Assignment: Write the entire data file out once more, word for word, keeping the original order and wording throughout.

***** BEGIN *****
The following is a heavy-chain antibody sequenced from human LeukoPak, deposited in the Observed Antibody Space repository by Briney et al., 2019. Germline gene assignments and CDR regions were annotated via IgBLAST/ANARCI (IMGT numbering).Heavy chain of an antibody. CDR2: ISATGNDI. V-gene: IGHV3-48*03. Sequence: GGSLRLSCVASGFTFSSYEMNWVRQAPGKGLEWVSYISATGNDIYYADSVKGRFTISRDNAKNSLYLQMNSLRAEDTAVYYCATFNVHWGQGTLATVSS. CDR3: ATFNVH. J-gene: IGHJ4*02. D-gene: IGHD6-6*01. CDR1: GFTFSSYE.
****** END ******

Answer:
The following is a heavy-chain antibody sequenced from human LeukoPak, deposited in the Observed Antibody Space repository by Briney et al., 2019. Germline gene assignments and CDR regions were annotated via IgBLAST/ANARCI (IMGT numbering).Heavy chain of an antibody. CDR2: ISATGNDI. V-gene: IGHV3-48*03. Sequence: GGSLRLSCVASGFTFSSYEMNWVRQAPGKGLEWVSYISATGNDIYYADSVKGRFTISRDNAKNSLYLQMNSLRAEDTAVYYCATFNVHWGQGTLATVSS. CDR3: ATFNVH. J-gene: IGHJ4*02. D-gene: IGHD6-6*01. CDR1: GFTFSSYE.